There are other practices here at RVA to help reduce water usage – such as the bathroom rule of “If its yellow, let it mellow; if its brown, flush it down.”  But all of these efforts pale in comparison to the water conservation of the nationals around us who have to walk a mile or two into the forest to collect water and then carry it back to their homes.  I will probably never fully grasp how much water I consume in a day because I will probably never have to carry water to my home, but living in a land where water is a precious limited resource has made me more mindful of the water that I use.

Wednesday, December 5, 2012

One World Run

One World Run is an international 5K running event where runners run in their own location the world over to help benefit orphans from the AIDs epidemic.  Someone here helped to organize the event at RVA and there were over 160 runners that finished the event plus a lot of people who did the 5K fun walk.  Five of our kids ran the event and CrazyMom and the other two walked.  Running a 5K on the sloping side of a mountain at 7200 feet is no easy task and it was great to see how well the kids did.  Buddy finished 14th overall in the race and Ed finished 3rd in her age group.  Here are some fun shots from the event.
FG ready to run!

Ed, Miss Bookworm, and a friend.

Anna with her big sisters.

Where's Waldo?  I don't know, but if you look closely you can find Miss Bookworm, Ed, and FG all in the pack somewhere.

Little Foot walking with CrazyMom.  No, I did not intentionally cut off her head.  :-)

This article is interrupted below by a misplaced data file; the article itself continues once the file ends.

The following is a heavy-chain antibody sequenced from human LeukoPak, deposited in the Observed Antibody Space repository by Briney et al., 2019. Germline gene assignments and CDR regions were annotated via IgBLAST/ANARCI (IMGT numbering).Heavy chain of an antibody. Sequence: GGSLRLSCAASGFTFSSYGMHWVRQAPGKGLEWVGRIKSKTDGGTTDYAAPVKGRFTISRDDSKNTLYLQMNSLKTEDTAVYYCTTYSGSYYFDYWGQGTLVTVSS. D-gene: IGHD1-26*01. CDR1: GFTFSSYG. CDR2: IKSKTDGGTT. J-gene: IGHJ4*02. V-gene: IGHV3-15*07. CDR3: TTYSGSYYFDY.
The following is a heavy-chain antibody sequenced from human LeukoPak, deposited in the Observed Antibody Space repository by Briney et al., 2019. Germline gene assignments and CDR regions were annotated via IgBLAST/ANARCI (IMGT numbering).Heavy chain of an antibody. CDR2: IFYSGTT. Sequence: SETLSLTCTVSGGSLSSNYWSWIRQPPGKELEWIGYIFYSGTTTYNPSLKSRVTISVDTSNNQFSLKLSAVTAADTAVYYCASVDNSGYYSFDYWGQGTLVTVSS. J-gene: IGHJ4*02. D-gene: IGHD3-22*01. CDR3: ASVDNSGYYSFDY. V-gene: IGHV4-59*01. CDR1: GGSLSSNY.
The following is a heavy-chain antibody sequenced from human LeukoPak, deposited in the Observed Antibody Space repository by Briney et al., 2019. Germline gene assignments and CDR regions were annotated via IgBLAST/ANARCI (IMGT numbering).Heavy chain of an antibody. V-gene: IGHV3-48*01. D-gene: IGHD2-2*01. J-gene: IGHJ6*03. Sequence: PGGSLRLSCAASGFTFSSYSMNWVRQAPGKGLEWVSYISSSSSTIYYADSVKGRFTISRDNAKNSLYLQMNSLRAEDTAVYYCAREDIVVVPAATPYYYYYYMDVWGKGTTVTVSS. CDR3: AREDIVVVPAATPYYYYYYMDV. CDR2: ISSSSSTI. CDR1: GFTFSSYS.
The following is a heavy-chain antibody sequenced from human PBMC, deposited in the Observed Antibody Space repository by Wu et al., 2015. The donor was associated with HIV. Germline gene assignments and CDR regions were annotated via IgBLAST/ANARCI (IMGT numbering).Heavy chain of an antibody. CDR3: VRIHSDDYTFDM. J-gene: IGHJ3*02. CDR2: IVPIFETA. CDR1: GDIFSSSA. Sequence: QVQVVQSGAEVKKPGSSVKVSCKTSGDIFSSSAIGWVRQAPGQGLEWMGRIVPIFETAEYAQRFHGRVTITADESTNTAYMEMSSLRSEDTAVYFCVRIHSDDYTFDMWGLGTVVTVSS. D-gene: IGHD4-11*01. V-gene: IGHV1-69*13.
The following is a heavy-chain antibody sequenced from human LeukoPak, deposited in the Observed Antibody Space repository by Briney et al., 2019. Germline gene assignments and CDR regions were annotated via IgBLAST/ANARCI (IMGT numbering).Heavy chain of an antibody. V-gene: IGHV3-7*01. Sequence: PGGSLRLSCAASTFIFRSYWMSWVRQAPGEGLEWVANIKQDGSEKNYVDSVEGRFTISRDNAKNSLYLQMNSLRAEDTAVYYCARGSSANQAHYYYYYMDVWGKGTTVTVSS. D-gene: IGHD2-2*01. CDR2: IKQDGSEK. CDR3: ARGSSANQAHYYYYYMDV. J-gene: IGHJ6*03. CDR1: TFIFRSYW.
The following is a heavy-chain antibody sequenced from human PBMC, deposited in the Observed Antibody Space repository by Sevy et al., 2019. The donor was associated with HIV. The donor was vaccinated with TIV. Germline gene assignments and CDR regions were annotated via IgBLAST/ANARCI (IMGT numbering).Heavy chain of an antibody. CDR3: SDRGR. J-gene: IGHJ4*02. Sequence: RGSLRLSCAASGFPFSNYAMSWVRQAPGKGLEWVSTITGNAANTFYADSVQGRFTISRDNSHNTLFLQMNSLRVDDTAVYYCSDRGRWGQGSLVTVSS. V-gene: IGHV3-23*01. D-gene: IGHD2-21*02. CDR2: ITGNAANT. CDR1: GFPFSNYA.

These N guys made it a N+1 legged race.

Buddy looking to overtake the guys in front of him.

Buddy crossing the finishing line.  14th out of over 160 runners!

FG coming to the finish line.

KD finishing strong.

Tuesday, December 4, 2012

Coffee Staining

We all know coffee stains pretty badly, so when you acquire an off white slightly stained rug for your house – and have some free child labor – rather than reaching for the bleach, grab a hot pot of strong coffee.  Buddy and his friend stained a rug we got at a garage sale using coffee and it turned out great.

Pinewood Derby

One of the annual events here at Rift Valley Academy is the Pinewood Derby.  Imagine trying to host an event with hundreds of cars made by students when the parents are not around.  It is amazing to me that the woodshop teacher – along with an army of helpers – can pull this off.  Four of our children made cars and K.D.’s car ended up being very fast.  (I wish I could take some credit for this, but he built the entire thing at the woodshop without me.)  K.D. won the speed award for his age group and he came in with the fourth fastest time out of all of the cars that raced that day.  Very impressive!
K.D. celebrating the first time his car went down the track and he won.

K.D. receiving his award from the Master Craftsman himself.

Saturday, December 1, 2012

CrazyMom's Birthday

CrazyMom had a birthday last month (her 29th or something like that).  It had a distinctly Kenyan flair since her gifts from the family were all local products.  For example, I gave her a gourd with a nativity scene in it.  We also took CrayzMom out for dinner . . . at the school cafeteria.  While the “cafo” did not have people walking around playing music with violins, they did have a bunch of my students singing happy birthday to her.  What more could one ask for on their birthday?  I should also note that once the students finished singing, one of them asked me if they could get extra credit for helping to make CrazyMom’s birthday special.